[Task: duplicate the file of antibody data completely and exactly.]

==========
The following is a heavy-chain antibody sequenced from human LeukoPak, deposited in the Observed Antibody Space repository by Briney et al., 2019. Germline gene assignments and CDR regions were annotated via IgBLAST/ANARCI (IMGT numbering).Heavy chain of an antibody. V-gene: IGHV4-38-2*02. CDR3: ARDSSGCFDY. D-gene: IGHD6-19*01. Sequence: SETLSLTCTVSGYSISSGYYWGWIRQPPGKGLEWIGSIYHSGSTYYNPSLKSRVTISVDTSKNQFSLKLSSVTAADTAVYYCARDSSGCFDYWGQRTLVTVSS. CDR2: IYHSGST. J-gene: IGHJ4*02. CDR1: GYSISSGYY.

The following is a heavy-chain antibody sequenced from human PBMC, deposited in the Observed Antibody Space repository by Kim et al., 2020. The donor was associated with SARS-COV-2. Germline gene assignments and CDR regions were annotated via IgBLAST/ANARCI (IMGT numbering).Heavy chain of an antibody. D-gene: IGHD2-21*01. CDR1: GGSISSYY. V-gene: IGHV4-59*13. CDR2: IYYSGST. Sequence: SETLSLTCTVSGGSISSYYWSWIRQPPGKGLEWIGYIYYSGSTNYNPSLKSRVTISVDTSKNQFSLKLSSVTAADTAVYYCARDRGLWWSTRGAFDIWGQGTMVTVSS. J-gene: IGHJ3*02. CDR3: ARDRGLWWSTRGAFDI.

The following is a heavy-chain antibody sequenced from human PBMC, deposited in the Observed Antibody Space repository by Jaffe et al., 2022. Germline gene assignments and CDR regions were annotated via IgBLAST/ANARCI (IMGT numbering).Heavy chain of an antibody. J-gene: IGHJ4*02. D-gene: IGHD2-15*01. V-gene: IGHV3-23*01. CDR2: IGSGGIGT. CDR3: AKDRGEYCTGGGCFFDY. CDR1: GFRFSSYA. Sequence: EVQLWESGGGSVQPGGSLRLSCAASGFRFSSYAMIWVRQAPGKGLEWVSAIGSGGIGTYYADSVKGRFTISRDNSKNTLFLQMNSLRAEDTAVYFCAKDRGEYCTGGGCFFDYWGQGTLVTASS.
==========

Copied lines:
The following is a heavy-chain antibody sequenced from human LeukoPak, deposited in the Observed Antibody Space repository by Briney et al., 2019. Germline gene assignments and CDR regions were annotated via IgBLAST/ANARCI (IMGT numbering).Heavy chain of an antibody. V-gene: IGHV4-38-2*02. CDR3: ARDSSGCFDY. D-gene: IGHD6-19*01. Sequence: SETLSLTCTVSGYSISSGYYWGWIRQPPGKGLEWIGSIYHSGSTYYNPSLKSRVTISVDTSKNQFSLKLSSVTAADTAVYYCARDSSGCFDYWGQRTLVTVSS. CDR2: IYHSGST. J-gene: IGHJ4*02. CDR1: GYSISSGYY.

The following is a heavy-chain antibody sequenced from human PBMC, deposited in the Observed Antibody Space repository by Kim et al., 2020. The donor was associated with SARS-COV-2. Germline gene assignments and CDR regions were annotated via IgBLAST/ANARCI (IMGT numbering).Heavy chain of an antibody. D-gene: IGHD2-21*01. CDR1: GGSISSYY. V-gene: IGHV4-59*13. CDR2: IYYSGST. Sequence: SETLSLTCTVSGGSISSYYWSWIRQPPGKGLEWIGYIYYSGSTNYNPSLKSRVTISVDTSKNQFSLKLSSVTAADTAVYYCARDRGLWWSTRGAFDIWGQGTMVTVSS. J-gene: IGHJ3*02. CDR3: ARDRGLWWSTRGAFDI.

The following is a heavy-chain antibody sequenced from human PBMC, deposited in the Observed Antibody Space repository by Jaffe et al., 2022. Germline gene assignments and CDR regions were annotated via IgBLAST/ANARCI (IMGT numbering).Heavy chain of an antibody. J-gene: IGHJ4*02. D-gene: IGHD2-15*01. V-gene: IGHV3-23*01. CDR2: IGSGGIGT. CDR3: AKDRGEYCTGGGCFFDY. CDR1: GFRFSSYA. Sequence: EVQLWESGGGSVQPGGSLRLSCAASGFRFSSYAMIWVRQAPGKGLEWVSAIGSGGIGTYYADSVKGRFTISRDNSKNTLFLQMNSLRAEDTAVYFCAKDRGEYCTGGGCFFDYWGQGTLVTASS.